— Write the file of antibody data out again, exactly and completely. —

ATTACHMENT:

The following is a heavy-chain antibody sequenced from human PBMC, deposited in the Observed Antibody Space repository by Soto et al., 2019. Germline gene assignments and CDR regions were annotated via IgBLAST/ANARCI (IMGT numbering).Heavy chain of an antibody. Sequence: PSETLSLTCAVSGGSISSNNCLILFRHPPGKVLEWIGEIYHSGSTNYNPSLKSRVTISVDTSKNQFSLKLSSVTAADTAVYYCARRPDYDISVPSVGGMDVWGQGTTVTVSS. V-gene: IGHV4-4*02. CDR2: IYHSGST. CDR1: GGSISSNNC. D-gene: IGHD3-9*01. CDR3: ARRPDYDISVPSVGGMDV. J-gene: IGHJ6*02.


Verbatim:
The following is a heavy-chain antibody sequenced from human PBMC, deposited in the Observed Antibody Space repository by Soto et al., 2019. Germline gene assignments and CDR regions were annotated via IgBLAST/ANARCI (IMGT numbering).Heavy chain of an antibody. Sequence: PSETLSLTCAVSGGSISSNNCLILFRHPPGKVLEWIGEIYHSGSTNYNPSLKSRVTISVDTSKNQFSLKLSSVTAADTAVYYCARRPDYDISVPSVGGMDVWGQGTTVTVSS. V-gene: IGHV4-4*02. CDR2: IYHSGST. CDR1: GGSISSNNC. D-gene: IGHD3-9*01. CDR3: ARRPDYDISVPSVGGMDV. J-gene: IGHJ6*02.